Using Grid Computing and Satellite Remote Sensing in Evapotranspiration Estimation

Using Grid Computing and Satellite Remote Sensing in Evapotranspiration Estimation

Cristina Serban (Ovidius University of Constanta, Romania) and Carmen Maftei (Ovidius University of Constanta, Romania)
Copyright: © 2017 |Pages: 23
DOI: 10.4018/978-1-5225-0983-7.ch039
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Abstract

The most advanced and applicable approach today in the development of environmental monitoring programs is the integration of remote sensing and Grid computing services into a monitoring and forecasting system that helps the analyst to understand the problem without being a remote sensing or computer expert. In this chapter we present the main features of Grid computing and how we can use it in conjunction with remote sensing to develop several applications that will estimate ET (Evapotranspiration), LST (Land Surface Temperature) and some vegetation indices (VI's) directly from a satellite image, these parameters playing an essential role in all activities related to water resources management.
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Introduction

Satellite remote sensing is a very important source of information, as it provides access to long-term data for large geographical areas. Measurements of key environmental parameters like surface temperatures, vegetation indices, soil types or precipitation make it possible for the scientific research to be done over weeks, months, years and decades, allowing us to better understand the processes that occur naturally in our environment. For example, remotely-sensed data reflecting the degree of vegetative surface in a particular region can be produced on a monthly basis over the course of several years, providing us with valuable information on how weather, climate change and human interaction may affect our agricultural production.

The remote data file size, consisting in high-resolution bands from satellites like Landsat, is very large; only one spectral band may be reaching up to several hundreds of megabytes. New high-resolution sensors, either multi-, super- or hyperspectral, lead to even higher data quantities to be processed. For example, the EO1 - Hyperion sensor provides a high resolution hyperspectral imager capable of resolving 220 spectral bands with a 30-meter resolution. To store these data or to process and analyze it, we will need a large memory storage space and high computational capabilities. Grid computing is the new technology that provides new ways to solve these requirements, binding geographically or departmentally separate machines to create a “virtual” supercomputer. This virtual machine appears as a single node of computing resources and possesses the computational power to do the jobs that individual computers cannot. Also, it encapsulates very powerful data processing capabilities coupled to the necessary computing and data resources in a manner that is transparent to the user (Aloisio et al., 2004). Such heterogeneous and distributed computing platforms currently represent an appropriate choice for efficient distribution and management of very high-dimensional data sets in remote sensing and other fields.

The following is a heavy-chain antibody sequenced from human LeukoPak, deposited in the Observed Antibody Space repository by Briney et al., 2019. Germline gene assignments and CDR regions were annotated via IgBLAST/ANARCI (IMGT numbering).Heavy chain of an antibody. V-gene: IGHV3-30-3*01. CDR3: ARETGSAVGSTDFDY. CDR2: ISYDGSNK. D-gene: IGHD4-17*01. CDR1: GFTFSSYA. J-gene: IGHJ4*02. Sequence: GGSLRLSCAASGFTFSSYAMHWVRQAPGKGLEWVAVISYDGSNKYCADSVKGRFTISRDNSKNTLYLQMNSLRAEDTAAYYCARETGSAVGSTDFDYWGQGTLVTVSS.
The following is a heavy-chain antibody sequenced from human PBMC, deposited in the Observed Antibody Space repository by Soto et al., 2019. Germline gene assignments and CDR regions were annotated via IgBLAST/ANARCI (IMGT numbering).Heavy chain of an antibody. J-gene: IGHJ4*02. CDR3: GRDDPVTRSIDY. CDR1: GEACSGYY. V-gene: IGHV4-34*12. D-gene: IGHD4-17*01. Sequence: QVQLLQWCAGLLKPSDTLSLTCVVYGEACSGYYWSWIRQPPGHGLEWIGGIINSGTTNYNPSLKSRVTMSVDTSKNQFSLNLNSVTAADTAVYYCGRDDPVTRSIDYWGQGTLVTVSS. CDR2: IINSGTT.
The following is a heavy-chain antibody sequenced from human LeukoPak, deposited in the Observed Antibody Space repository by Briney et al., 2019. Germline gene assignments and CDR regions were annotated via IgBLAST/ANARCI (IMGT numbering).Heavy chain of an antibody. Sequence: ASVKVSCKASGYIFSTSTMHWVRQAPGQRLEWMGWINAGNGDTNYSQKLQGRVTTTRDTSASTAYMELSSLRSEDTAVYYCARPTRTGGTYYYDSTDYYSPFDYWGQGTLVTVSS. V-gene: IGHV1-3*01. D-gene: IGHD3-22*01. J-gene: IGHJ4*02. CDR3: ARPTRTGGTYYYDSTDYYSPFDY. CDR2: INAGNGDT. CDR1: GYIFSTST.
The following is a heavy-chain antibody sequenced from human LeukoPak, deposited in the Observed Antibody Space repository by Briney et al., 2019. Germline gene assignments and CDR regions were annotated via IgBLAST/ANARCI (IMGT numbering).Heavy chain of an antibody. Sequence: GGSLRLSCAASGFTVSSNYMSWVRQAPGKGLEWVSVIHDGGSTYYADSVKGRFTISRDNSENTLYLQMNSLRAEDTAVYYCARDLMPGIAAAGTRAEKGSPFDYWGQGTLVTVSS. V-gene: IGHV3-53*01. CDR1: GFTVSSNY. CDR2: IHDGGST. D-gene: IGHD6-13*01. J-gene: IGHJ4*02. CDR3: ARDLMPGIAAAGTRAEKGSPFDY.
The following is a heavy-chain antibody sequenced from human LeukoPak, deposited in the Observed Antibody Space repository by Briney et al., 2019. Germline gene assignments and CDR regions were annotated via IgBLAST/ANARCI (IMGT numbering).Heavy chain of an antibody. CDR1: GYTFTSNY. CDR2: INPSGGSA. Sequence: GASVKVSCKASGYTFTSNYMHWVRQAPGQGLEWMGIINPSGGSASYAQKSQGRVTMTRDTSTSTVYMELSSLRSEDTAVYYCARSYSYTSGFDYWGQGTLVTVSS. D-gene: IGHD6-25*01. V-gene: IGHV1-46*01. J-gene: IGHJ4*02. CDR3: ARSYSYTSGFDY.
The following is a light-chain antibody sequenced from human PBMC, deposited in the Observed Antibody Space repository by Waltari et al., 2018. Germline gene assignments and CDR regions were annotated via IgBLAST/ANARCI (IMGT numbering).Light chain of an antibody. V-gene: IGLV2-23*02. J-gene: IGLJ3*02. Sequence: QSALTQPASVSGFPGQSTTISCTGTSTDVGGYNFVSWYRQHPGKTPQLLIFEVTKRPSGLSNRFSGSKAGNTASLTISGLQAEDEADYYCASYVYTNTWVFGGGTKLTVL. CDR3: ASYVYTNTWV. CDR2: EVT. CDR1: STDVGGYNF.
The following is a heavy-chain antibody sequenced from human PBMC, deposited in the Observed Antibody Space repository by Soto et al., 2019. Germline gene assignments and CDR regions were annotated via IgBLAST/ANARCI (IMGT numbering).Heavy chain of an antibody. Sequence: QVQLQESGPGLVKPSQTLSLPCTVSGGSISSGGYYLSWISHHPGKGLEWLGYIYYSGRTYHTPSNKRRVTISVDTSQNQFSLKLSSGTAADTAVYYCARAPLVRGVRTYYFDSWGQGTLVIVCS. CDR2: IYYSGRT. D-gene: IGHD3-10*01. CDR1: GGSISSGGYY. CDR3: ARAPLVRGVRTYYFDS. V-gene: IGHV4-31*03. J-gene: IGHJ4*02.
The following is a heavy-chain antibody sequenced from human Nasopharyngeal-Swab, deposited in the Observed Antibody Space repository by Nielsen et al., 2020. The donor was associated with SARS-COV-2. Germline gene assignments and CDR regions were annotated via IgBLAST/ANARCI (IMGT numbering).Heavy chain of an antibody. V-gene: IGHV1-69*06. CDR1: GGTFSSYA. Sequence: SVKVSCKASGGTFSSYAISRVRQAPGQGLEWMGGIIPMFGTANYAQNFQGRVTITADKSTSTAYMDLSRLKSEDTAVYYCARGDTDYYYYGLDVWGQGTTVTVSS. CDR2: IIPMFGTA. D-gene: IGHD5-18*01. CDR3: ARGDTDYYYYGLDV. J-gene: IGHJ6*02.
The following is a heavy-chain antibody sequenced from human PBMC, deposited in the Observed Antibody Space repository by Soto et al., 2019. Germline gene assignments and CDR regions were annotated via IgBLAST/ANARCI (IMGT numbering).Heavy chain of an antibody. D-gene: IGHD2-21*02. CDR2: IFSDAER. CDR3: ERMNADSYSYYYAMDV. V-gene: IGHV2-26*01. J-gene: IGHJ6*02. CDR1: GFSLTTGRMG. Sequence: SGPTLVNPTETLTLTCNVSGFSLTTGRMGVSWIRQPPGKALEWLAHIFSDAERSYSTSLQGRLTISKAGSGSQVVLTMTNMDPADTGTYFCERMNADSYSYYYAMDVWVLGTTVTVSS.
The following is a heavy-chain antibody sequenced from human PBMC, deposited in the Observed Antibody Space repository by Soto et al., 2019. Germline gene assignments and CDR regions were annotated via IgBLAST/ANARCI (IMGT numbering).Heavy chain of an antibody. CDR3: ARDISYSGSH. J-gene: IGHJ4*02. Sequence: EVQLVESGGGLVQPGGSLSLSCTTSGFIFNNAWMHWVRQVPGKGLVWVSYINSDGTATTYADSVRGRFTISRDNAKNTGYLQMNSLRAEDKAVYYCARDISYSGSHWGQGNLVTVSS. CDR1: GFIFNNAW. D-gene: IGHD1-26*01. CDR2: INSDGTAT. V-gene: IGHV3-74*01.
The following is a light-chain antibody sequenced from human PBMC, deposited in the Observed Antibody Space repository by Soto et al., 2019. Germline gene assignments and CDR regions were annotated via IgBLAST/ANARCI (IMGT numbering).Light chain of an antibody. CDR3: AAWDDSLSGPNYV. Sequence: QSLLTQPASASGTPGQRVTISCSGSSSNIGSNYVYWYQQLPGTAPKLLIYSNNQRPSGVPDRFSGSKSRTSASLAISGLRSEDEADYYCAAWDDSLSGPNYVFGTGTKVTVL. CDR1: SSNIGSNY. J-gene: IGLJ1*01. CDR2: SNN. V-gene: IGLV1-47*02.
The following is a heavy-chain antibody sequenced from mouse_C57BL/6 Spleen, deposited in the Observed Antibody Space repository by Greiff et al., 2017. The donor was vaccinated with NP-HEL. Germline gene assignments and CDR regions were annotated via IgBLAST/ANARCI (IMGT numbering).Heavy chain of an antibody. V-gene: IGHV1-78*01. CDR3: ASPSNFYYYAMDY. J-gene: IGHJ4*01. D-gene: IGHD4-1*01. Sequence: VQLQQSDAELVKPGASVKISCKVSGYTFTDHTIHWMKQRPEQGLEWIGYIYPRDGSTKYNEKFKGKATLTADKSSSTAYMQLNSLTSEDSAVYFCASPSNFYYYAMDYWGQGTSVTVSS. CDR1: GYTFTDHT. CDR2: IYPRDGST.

One of the benefits of using Grid computing is the ability to create frameworks called Problem Solving Environment (PSE) (Gallopoulos et al., 1994). A PSE targets a specific class of problems within a given scientific domain and provides the tools in the natural language of the specific scientific discipline so that the user can manage the underlying resources with very little computing knowledge.

Many applications of remote sensing in Earth science require real or near real time processing capabilities, for instance, the programs of tracking and monitoring of hazards such as wild land and forest fires, oil spills and other types of chemical or biological contamination, hurricanes or earthquakes (Plaza & Chang, 2008; Plaza, 2009). The capability to assemble all the necessary resources based on the trigger event is very important, and, although this represents both a scientific and operational grand challenge problem, a Grid computing system can access these resources in time of need, using a priority based utilization scheme. Of course, such a distributed computing system will require an enormous amount of compute power, hence, all types of high-computing based platforms will have to be used in a complementary fashion. More about the challenges of the development of complete, end-to-end platforms for remote sensing using Grid computing is to be found in Lee et al. (2011), Li et al. (2006).

The aim of our study was to build and deploy a PSE framework with tools to compute ET (Evapotranspiration), LST (Land Surface Temperature) and some vegetation indices (VI’s) directly from a satellite image, these parameters playing an essential role in all activities related to water resources management. Giving the region of Dobrogea, Romania, well known for its aridity, drought and even desertification problems, we wanted to develop, using Java programming language, a software program that would efficiently estimate ET for this region using almost exclusively remotely sensed data. In order to process the large size of the satellite data, we had to use the Grid computing capabilities to build a Grid service capable of processing large data sets over a distributed pool of heterogeneous computational resources (see Serban et al., 2010).

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